Behavioral Health CAT Team
As San Luis Obispo County pursues avenues to keep people with mental illness or chronic substance abuse issues out of jail, officials announced a new federally funded program Wednesday to embed specially trained clinicians with sheriff’s deputies.
County officials announced at a news conference in El Chorro Regional Park Wednesday that the Behavioral Health Department and Drug and Alcohol Services applied for and received a $330,000 annual grant — guaranteed through 2023 — to fund the team that will join the Sheriff’s Office’s existing Community Action Team (CAT Team) to provide boots-on-the-ground services to people in the field.
“It’s a human-to-human encounter to help build trust and bring people who have been out — homeless, underserved — in to receive services and, hopefully, get them into housing,” said Anne Robin, director of the county’s Behavioral Health Department.
Specifically, the program funding allowed Behavioral Health to form a team of two full-time behavioral health clinicians, two half-time behavioral health case workers, and a supervisor to work closely with the Sheriff’s Office’s two existing CAT deputies who have a combined 18 years of law enforcement experience in the county.
That collaboration is designed to reduce impacts on the jail, emergency departments, and the 16-bed in-patient Psychiatric Health Facility.
“We know that this is an effective law enforcement strategy,” said Frank Warren, prevention and outreach manager with Behavioral Health. “It’s preventative in nature, it deals with our hardest-to-serve population in a very holistic and inclusive and kind manner, something that Behavioral Health really believes in. And we’re seeing the effects of that.”
The funding comes from the U.S. Department of Health and Human Services’ Substance Abuse and Mental Health Services Administration (SAMHSA).
The program itself was modeled after a similar one established in November among Behavioral Health, Transitions Mental Health Association and the San Luis Obispo Police Department that similarly embedded a social worker with officers who already have knowledge of the city’s most in-need residents.
Unlike that city program — which is smaller in scope and was funded by the state Mental Health Services Act — the county CAT Team’s grant states they will focus on people with multiple simultaneous disorders, as opposed to those who may experience an isolated mental health crisis.
“They are looking for individuals, many of our homeless and hardest-to-serve individuals, that have both a substance abuse and mental health disorder,” Warren said. “We took advantage of the fact that the Sheriff’s Office had established a community action team ... (who) are in the community, working with hard-to-serve, vulnerable populations, including our homeless population.”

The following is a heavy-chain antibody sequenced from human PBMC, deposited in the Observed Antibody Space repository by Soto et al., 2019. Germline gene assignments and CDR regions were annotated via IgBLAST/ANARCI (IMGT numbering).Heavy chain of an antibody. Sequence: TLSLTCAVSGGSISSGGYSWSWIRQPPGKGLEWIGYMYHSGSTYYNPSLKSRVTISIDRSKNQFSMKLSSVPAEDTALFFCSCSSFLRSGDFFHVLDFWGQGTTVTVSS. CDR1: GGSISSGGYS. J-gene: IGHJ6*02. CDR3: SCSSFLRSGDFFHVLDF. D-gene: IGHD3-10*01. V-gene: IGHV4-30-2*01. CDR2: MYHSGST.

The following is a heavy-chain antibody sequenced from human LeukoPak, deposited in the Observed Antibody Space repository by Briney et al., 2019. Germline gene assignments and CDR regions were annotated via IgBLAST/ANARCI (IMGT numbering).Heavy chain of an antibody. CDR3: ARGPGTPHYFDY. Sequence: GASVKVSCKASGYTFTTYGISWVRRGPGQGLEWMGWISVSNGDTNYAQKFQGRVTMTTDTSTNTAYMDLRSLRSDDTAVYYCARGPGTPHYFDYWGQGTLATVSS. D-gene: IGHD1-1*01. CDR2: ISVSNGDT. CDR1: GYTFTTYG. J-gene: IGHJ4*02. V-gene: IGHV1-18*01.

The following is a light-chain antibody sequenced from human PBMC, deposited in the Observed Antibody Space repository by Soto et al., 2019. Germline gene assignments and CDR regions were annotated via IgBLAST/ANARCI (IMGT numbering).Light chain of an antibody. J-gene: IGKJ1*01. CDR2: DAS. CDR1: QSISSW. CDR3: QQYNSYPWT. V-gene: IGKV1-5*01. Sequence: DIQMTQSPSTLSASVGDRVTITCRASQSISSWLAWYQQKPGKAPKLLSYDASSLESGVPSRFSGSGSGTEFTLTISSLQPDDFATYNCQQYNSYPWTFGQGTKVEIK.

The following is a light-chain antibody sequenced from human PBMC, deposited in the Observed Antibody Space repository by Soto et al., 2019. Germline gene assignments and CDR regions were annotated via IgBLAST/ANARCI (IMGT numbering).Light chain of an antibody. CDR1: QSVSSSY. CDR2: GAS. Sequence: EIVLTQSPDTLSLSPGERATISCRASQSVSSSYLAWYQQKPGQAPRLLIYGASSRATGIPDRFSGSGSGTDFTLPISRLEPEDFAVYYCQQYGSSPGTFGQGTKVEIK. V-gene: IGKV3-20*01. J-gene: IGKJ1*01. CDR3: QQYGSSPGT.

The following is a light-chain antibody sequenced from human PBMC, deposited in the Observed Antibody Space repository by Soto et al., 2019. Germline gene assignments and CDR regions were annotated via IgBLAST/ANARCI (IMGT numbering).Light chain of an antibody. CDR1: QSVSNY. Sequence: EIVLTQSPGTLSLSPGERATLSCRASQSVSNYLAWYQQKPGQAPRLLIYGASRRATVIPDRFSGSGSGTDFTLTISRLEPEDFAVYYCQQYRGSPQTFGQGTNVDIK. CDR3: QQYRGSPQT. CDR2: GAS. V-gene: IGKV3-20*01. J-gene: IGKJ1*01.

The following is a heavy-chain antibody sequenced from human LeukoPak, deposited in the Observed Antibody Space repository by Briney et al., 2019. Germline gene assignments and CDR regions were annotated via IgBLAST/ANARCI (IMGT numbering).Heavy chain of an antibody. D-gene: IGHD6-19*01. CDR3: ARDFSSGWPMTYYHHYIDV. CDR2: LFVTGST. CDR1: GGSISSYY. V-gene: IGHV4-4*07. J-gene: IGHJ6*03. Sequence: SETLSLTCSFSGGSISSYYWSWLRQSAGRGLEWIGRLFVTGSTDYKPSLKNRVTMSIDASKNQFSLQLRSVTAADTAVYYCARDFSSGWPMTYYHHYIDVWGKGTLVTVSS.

One thing the Sheriff’s CAT deputies have been missing, Warren said, was actual mental health and substance abuse support on the ground.
“(The program) really seeks to have law enforcement work with our team in identifying individuals that can be checked in on before they’re called by some business owner for being in their space or being in somebody’s yard,” Warren said. “If they know an individual has had issues in the past, this team, who is not law enforcement, can do a check in ... and build a rapport and a relationship.”
County officials expect the new joint CAT Team will make contact with more than 280 individuals annually both on the streets and through ongoing participation in Behavioral Health services. There is also a case management angle to the program that will allow it to connect an appropriate client with services outside the county if needed.
Sheriff Ian Parkinson said the new program is one of several efforts the county is making to curb the numbers of mentally ill in the justice system. He called them “very positive steps.”
As an example, Parkinson said the jail last weekend undertook a large-scale rehousing effort in which many “at-risk” inmates were moved to one housing unit. Four new correctional deputies and a sergeant are assigned to the unit after applying for and being accepted by the department to work specifically with that inmate population, Parkinson said.
“Part of it is training those five, the four and the sergeant, to the level of what the CAT Team is going through, so they are the CAT Team in the jail,” he said. “The idea is to identify these at-risk people that have come in and try to identify services that are available in the community to get them out.”
The sheriff added that in the days since the rehousing, jail staff has “seen a significant change in behavior.”
The county is hoping to build on the successes the San Luis Obispo Police Department has seen with its program.
About six months after the SLO program’s launch, Capt Jeff Smith said by phone Wednesday that as of March, the department had made more than 300 contacts with more than 200 people. Of those 200 people, about 40 continued to work within the program at some level, Smith said, including about 25 involved in Behavioral Health programs and about 22 now benefiting from housing programs.
Behavioral Health Director Robin said at Wednesday’s news conference that her department and Drug and Alcohol Services will continue to aggressively pursue grant funding to make the new county program sustainable beyond the approved five years.
In the North County, the Behavioral Health team has been allotted space at the Atascadero Police Department to serve as a base to better reach residents there, Robin said.